First, record your odometer reading at the start of the tax year. (Have your oil changed once or twice a year for easy 3rd-party verification of the actual miles.) Try using the app MileIQ for stress-free logging.

Keep in mind, mileage between houses and the office (and other business-related appointments and errands) can be written off, but mileage from your home to the office cannot.

  • If you want to use the standard mileage rate for a car you own, you must choose to use it in the first year the car is available for use in your business. Then, in later years, you can choose to use either the standard mileage rate or actual expenses.
  • If you want to use the standard mileage rate for a car you lease, you must use it for the entire lease period.

Actual Auto Expenses

Alternatively, you could choose to write off auto expenses. (Your accountant can help you determine which makes more sense for you). Auto expenses include:

  • Depreciation
  • License and registration fees
  • Interest expense
  • Gas
  • Insurance
  • Repairs
  • Garage rent
  • Tires
  • Parking fees and tolls (Fees related to parking your car at your place of work are nondeductible commuting expenses)
  • Lease payments
  • Casualty and theft loss (If your car is damaged, destroyed, or stolen, you may be able to deduct part of the loss not covered by insurance. See Pub. 547, Casualties, Disasters, and Thefts.)
  • Mixed-use mortgage (If you used a home equity loan to purchase your car, you may be able to deduct the interest, too. See Pub. 936, Home Mortgage Interest Deduction.)

While you can deduct parking fees and tolls, your parking tickets will have to come out of your own pocket.

Commission and Referral Expenses

Did you get a commission advance? Go ahead and write off the fees associated with it! Fees taken out of your commission are a deductible business expense. So are commission and referral fees paid to other agents.

Marketing and Advertising Expenses

This category will likely account for a large portion of your expenses as a Realtor®. Here is a partial list to get your wheels turning:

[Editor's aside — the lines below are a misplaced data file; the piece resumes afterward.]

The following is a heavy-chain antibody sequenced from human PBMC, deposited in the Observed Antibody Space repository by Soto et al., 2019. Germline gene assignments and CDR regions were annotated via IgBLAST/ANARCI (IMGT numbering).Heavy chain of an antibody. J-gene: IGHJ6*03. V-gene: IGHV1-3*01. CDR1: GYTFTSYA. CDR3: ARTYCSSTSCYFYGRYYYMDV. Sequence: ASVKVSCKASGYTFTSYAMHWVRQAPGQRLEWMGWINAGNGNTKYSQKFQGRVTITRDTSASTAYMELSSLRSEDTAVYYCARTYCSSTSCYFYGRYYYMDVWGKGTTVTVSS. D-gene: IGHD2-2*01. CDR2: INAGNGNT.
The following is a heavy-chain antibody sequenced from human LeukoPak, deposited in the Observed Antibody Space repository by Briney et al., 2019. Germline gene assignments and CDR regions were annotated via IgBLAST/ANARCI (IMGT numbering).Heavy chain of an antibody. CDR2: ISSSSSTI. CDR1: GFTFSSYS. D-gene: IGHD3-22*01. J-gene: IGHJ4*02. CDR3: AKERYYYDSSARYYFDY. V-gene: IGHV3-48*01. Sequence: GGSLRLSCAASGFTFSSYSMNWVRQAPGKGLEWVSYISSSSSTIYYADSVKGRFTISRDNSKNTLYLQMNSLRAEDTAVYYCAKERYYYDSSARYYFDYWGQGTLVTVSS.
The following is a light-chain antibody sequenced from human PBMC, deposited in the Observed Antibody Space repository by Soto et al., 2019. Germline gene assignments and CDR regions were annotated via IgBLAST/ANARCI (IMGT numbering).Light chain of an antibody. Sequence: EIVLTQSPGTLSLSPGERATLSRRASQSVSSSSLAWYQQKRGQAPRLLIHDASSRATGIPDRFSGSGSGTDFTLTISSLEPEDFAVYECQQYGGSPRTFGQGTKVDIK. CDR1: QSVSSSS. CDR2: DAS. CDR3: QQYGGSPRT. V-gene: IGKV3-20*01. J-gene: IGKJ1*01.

• Open house expenses
  • Printed flyers
  • Postcards
  • Business cards
  • Online marketing
  • Leads/mailing lists
  • Virtual staging
  • Design and production fees
  • Website hosting

While a skywriting campaign might not be considered tax-deductible, your list of allowable marketing and advertising expenses is probably more extensive than you think it is.

Continuing Education Expenses

The cost of continuing education classes can also be deducted. Even classes that don’t necessarily correlate to real estate could qualify for the Lifetime Learning Credit. Keep track of all education-related expenses just in case.

Professional Dues and Subscriptions

Most likely, you are required to be a part of a Realtor® association and those dues can be written off. (Unfortunately, you cannot write off your golf, health, athletic, or country club dues.)

Business Gift Expenses

Sending closing gifts to clients is a wonderful detail that goes a long way in creating positive relationships. And if you do send gifts, make sure you save your receipts! You can deduct up to $25 per person per gift.

Office Expenses

Here are some common office expenses you won’t want to forget:

  • Rent for your office
  • Cleaning fees
  • Computer software
  • Internet access fees
  • Office supplies
  • Laptop and printer expenses
  • Postage

Travel Expenses

Travel expenses are considered “…the ordinary and necessary expenses of traveling away from home for your business.” If a spouse, dependent, or other individual goes with you on a business trip or to a business convention you generally can’t deduct their travel expenses unless they are an employee or have a genuine business purpose for travel.

Meals and Entertainment

Currently, meals — with clients, co-workers and during travel where business is discussed — are 50% deductible.  Entertainment and recreation expenses (box office seats, non-profit high school sporting events, etc.) are not currently deductible. However, annual company picnics or holiday dinners are 100% deductible. Depending on your business structure, you might be able to “rent” your home office to your company for a meeting or event. You’d invoice your company, your company would pay you a reasonable rate for office or event space rental, and your company could write it off as a business expense. You should be able to rent up to 14 times per year without claiming the expense as income. Check with your tax professional on this one!

Miscellaneous Expenses

Here are other important deductions you won’t want to miss:

  • Accounting and legal fees
  • Professional fees (for all the times you hired an architect, engineer, or other professional to help get a listing to market)
  • Business entertainment
  • Seminars, conferences, and trade shows
  • Air BNB/short-term rentals of 7 days or less
  • Insurance (health, liability, etc.)
  • Interest (loans and credit cards)
  • Retirement plan contributions
  • Wages paid to employees (consider setting yourself up as an S Corp. You could be your own employee, which could save you money at tax time!)

This is a lot of info to remember, so we’ve done the hard work and created a handy expense tracking template specifically for Realtors®. Download our mobile app, “Advanced Producer” to get the free template. You can use it alone or in combination with helpful financial tracking apps like Mint, Dollarbird, and Empower.

If you devote just a few minutes a day to noting your daily expenses (maybe while your coffee is brewing!), it will become a habit, keep you organized, and get you the return you deserve!